A question posed often in the 21st century, should graffiti be considered art or vandalism?
Traditionally, graffiti has been sanctioned as an act of criminality but in today’s society it is accepted in more places as an expressive form of art, especially for teens and young adults with no link to criminality. Governments are now handing over walls to graffiti artists, resulting in fantastic works that showcase talent no less than that of the ‘classical’ artist.
Graffiti’s origins can be traced back to the walls of ancient Rome but the urban street art style we most recognise today, dates back to New York City’s subway trains in the 1960’s, making its way to walls and buildings as security within subway stations increased. At this point in time, graffiti was deemed a criminal act of vandalism and anyone caught leaving their mark would be prosecuted. For the kids who started it, it was a way of expressing themselves creatively in a society that told them they didn’t have the talent or the drive to make something of themselves because of their background and socioeconomic status. This was based on the attitudes society had towards the ‘lower income class’, claiming they were devoid of culture or talent of any kind – something that still proves to be a problem today. Authority figures influenced by this attitude, made it clear that graffiti needed to be stopped.
The world has seemingly changed as appointed authority figures today are now offering up the same walls these artists were banned from years ago, to reinvigorate the city, liven up dull buildings and save on cleaning costs in rundown areas.
It has been found to create an incredibly positive outcome as more people visit the areas to take a look at the artworks and in turn spend money at nearby cafes, stores or bars, as humans tend to do.
Graffiti artworks are displayed in exclusive galleries and have had a significant influence on the world of graphic design appearing on CD covers, t-shirts, posters, advertising and more.
Canberra’s own site at 1 Bunda Street in Civic was recently transformed from a decaying building into an expressive artistic space where a high school teacher brought his students to teach them art in a not-so-traditional setting. The activity became a fun event that included music and food stalls, creating a new ‘market’ or social gathering, welcoming all. This street art is now a permanent fixture for the community and visitors to wander passed and has been well received by both.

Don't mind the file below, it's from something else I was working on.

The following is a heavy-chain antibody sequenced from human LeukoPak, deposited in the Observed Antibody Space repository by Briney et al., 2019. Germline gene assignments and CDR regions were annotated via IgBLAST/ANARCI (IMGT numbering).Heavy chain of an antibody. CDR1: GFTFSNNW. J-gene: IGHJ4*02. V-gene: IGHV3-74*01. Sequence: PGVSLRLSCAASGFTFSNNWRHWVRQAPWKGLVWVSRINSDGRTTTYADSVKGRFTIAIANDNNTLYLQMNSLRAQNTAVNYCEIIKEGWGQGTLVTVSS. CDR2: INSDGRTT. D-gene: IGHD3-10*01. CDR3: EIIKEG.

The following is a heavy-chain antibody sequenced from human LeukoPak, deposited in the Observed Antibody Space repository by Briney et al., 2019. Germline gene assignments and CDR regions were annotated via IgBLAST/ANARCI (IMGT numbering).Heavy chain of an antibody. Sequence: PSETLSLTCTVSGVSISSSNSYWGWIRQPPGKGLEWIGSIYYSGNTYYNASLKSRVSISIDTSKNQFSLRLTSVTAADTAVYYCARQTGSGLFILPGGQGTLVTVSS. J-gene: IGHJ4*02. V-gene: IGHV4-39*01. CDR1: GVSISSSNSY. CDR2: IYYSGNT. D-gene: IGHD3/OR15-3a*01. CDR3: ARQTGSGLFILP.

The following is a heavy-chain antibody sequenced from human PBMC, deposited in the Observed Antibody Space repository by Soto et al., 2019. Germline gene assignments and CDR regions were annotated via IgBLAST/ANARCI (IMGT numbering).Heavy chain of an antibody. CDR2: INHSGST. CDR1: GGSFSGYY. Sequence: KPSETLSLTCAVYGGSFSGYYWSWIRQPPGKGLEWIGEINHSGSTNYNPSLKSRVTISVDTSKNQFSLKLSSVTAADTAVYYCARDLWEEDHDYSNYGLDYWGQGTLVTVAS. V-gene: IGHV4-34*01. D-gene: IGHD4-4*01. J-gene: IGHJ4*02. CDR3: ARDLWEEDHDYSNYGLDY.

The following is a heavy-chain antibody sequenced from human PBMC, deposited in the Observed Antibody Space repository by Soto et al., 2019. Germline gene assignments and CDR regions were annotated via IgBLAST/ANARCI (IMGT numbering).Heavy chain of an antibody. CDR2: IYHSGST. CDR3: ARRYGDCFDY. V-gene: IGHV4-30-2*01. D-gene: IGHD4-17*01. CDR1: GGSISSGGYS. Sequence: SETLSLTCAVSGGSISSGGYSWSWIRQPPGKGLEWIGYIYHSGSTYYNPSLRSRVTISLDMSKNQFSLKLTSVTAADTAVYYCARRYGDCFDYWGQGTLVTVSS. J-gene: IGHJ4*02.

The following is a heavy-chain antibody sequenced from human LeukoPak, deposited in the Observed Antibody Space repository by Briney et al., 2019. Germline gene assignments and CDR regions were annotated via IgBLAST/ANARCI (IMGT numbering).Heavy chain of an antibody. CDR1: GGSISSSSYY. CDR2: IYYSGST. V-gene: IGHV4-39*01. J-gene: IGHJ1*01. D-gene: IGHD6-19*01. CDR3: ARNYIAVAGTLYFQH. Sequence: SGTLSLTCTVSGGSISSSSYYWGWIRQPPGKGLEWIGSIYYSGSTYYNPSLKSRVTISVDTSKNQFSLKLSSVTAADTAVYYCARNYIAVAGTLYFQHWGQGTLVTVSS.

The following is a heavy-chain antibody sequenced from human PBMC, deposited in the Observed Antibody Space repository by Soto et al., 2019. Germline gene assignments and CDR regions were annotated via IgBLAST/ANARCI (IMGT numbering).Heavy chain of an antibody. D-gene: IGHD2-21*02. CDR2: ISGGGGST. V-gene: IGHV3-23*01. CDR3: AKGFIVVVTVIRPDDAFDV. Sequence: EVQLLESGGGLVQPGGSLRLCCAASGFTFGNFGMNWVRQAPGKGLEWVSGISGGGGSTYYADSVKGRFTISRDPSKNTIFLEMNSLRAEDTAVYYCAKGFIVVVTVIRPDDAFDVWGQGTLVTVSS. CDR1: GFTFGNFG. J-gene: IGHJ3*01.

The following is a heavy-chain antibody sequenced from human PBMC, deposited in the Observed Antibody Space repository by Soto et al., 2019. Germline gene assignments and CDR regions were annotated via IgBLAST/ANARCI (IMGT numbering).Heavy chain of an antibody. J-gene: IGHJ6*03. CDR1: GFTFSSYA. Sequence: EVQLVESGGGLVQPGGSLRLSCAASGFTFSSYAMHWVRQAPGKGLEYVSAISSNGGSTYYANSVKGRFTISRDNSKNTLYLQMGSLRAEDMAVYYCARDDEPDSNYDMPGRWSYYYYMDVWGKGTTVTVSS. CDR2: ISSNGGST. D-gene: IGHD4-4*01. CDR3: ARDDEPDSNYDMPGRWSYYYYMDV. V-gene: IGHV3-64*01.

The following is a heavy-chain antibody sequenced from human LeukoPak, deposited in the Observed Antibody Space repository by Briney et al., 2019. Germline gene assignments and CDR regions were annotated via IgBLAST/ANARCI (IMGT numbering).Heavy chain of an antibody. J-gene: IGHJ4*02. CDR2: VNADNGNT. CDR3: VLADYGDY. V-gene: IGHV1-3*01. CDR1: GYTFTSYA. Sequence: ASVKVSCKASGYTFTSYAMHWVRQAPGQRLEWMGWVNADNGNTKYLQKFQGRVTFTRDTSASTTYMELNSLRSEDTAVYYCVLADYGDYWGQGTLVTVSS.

Surveys and studies have shown the positive impact graffiti activities can have, especially on young people. For children struggling in school due to lack of interest or particular talent in academia or sports, another option to excel in is needed and it has been proven that art is the perfect alternative. It allows them to express their aggression, frustration or any emotion in a positive way. Troubled teens across Australia have said that excelling in something and being accepted for their talents instead of being criminalised, has given them the confidence to realise other dreams and go forward into new careers based on the simple act of being appreciated and celebrated for something they have created.
These positive effects don’t just stop at young people, they can affect entire cities and nations.
The Berlin Wall is a prime example of graffiti as a positive form of art and free expression. The artists represented here were mainly locals, along with input from revered artists around the world from some 21 different countries. The wall coming down and its remnants being decorated, proves how graffiti turned an extremely negative part of history into a platform for great expression that helped residents break free from the oppressive nature of its former purpose. In doing so, the artists and the artworks have eradicated the wall’s original intention to supress and control and now stands as one of the greatest representations of free will and free expression.
Known as the longest open air gallery in the world, this former prison wall is now celebrated daily as a positive expression of triumph and the human spirit and also happens to be categorised as ‘graffiti’.
Some may say that graffiti encourages foul language, distasteful images and negativity that stems from use by gang members to mark their territory. This polarised ownership of graffiti can be left in the past as modern artists take it over and turn it into something positive.
Graffiti can at times be provocative and offensive but this also makes it thought-provoking and can bring important societal issues to the forefront of our minds and force society to face problems we may not have known existed or found too easy to ignore. It also shows us beauty in a newer form of art that breaks away from the traditional.
Its bad reputation caused by the few are now being outweighed by the benefits presented by the many.
The question still remains, do you believe graffiti is art or vandalism? We will all decide and have the answer exhibited (or not) around our cities in years to come.
Take a look at Canberra’s graffiti art throughout the town centres, we won’t tell you where they are; go on an adventure and find them tucked away in tiny street corners and alleyways or out in the open and make your decision.